The Journey To True Inclusion: What’s A Good Leader To Do When Facing Hot Button Issues

Let’s be clear—you can’t be a 21st-century leader if you aren’t tackling the systemic issues that limit true inclusion.

Case in point: SB8, the Texas abortion law that creates a new enforcement structure allowing private citizens to bring a civil lawsuit against individuals who assist women in their efforts to secure an abortion. This not only includes doctors who conduct abortions but can also include the admin who works at the local Planned Parenthood (where, on average, only 3% of services are abortion-related), the Lyft driver who takes a woman to an abortion clinic, or the friend who holds the hand of a woman getting an abortion. In other words, anyone who “knowingly engages in conduct that aids or abets the performance or inducement of an abortion.” Whether you are pro-choice or pro-life, this is a threat to our democracy. Fifteen states are considering introducing a copycat law to limit abortion access in their states. Still, others are using the law as a model to curb what teachers can teach and to restrict which bathrooms transgender students can use. It doesn’t take much to envision how states might use this type of “vigilante justice” to increase voter suppression, ferret out the undocumented, or subvert racial justice efforts.

It feels as if every woman I know is up in arms over SB8—for some, it is the issue of choice; for others, it is the concern over the chipping away at our democracy. For all it is the ongoing divisions that harm this nation and undermine the rights of our citizens.

But amongst the vast majority of men I speak with, SB8 isn’t even on their radar.

When I ask the good men I know how they can view themselves as true allies if they are ignoring the biggest challenge to women’s rights in the past decade, they tell me they don’t know.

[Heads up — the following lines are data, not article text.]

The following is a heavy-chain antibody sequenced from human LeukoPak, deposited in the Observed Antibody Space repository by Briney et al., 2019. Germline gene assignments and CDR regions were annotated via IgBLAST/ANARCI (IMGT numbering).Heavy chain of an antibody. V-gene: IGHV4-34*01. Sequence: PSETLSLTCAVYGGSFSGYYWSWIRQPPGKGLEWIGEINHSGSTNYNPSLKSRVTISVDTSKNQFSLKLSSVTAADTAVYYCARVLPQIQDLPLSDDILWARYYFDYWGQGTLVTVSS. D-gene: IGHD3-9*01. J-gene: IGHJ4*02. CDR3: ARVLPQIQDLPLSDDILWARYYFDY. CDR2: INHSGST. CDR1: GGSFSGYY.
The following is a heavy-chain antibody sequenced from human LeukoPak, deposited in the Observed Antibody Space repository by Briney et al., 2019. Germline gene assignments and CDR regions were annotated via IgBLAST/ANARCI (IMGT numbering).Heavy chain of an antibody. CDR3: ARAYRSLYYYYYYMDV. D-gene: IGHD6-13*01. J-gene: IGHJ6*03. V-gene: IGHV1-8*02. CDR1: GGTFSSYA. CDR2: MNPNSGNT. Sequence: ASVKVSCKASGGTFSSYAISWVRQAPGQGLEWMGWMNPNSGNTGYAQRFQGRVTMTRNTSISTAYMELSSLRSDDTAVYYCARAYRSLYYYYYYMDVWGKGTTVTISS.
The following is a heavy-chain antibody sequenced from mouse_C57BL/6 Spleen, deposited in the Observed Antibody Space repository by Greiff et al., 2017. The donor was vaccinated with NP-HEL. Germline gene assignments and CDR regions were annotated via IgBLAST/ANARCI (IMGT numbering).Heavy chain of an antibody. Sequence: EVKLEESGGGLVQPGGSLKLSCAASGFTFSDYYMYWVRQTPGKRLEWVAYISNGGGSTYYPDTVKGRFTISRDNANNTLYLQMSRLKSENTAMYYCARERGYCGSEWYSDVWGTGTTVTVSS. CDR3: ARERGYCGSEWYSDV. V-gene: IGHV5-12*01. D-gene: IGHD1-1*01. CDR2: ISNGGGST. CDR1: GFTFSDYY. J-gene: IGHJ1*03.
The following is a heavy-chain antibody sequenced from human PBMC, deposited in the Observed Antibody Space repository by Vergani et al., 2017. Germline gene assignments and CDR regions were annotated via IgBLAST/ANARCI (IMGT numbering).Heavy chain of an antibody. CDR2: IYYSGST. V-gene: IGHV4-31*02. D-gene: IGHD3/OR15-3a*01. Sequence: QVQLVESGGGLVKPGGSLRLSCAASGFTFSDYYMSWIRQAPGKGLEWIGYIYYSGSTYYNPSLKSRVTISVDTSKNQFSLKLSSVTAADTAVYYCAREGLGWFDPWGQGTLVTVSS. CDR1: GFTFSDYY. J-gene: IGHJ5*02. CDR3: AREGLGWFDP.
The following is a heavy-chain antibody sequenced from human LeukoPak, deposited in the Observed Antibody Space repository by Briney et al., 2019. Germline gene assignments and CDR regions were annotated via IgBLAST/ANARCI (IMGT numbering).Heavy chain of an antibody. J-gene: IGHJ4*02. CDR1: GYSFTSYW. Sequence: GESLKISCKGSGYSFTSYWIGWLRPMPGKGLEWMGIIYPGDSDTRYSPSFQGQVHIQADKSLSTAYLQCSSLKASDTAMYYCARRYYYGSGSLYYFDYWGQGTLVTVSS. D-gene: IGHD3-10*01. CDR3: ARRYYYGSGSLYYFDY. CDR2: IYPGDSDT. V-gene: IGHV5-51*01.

The good news is some leaders do know:

  • Salesforce offered to relocate any of its employees living in Texas who were concerned about access to reproductive health care;
  • Lyft and Uber have committed to pay the legal fees of any of their drivers accused of aiding and abetting a woman trying to get an abortion;
  • OKCupid went so far as to change its product design to include an “I’m Pro-Choice” button on its dating app.

And 55 companies just signed a “Don’t Ban Equality” statement which addresses the financial implications of the law to their businesses. The statement reads: “It impairs our ability to build diverse and inclusive workforce pipelines, recruit top talent across states, and protect the well-being of all the people who keep our businesses thriving day in and out.”

I am NOT advocating that leaders must be pro-choice. I am advocating that a true ally understands he can no longer stay on the sidelines when it comes to hot button issues.

Whether it is the insurrection against our U.S. Capitol, or the drive for racial justice, or the manipulation of our legal system to limit our freedoms, today’s leaders can no longer convince themselves that the demands of business are separate from the day-to-day realities of our lives.

As one man shared in our recent 21st Century Leadership Lab for male leaders, “I finally understand my silence supports the status quo and if I want to be a true ally, I have to speak up and act.” Yes!

So, what’s a good leader to do?

It starts with your “why.” Be real with yourself and ask these questions:

  • “Do I really want to make a change, or are my intentions more performative—an effort to quell the demands of an insubordinate employee base or pressure from external stakeholders?
  • Why do I want to be an inclusive leader?
  • Who do I want to make change for?
  • How can I use the power I have to make an intentional impact for others?”

Once you get clear on your “why,” the rest becomes obvious.

As Marc Benioff wrote in his book, Trailblazer: The Power of Business as the Greatest Platform for Change The most important thing leaders can do to promote equality is to open themselves up, take an honest inventory, listen to people, and never be too proud or defensive to make corrections.”



Lisen Stromberg

Lisen Stromberg is the CEO and founder of PrismWork and a 2GO Advisory Group consultant. She is a workplace culture innovation and leadership expert who works with clients to help them build next-in-class 21st century cultures with the future-forward leaders their company needs to succeed. As an award-winning independent journalist, her work can be found in The New York Times, Fortune, Newsweek, and other top media outlets. Her book, Work Pause Thrive: How to Pause for Parenthood Without Killing Your Career, reveals how trailblazing women disrupted the traditional career paradigm to achieve their personal and professional goals and how forward-thinking companies create workplaces that enable women to thrive.

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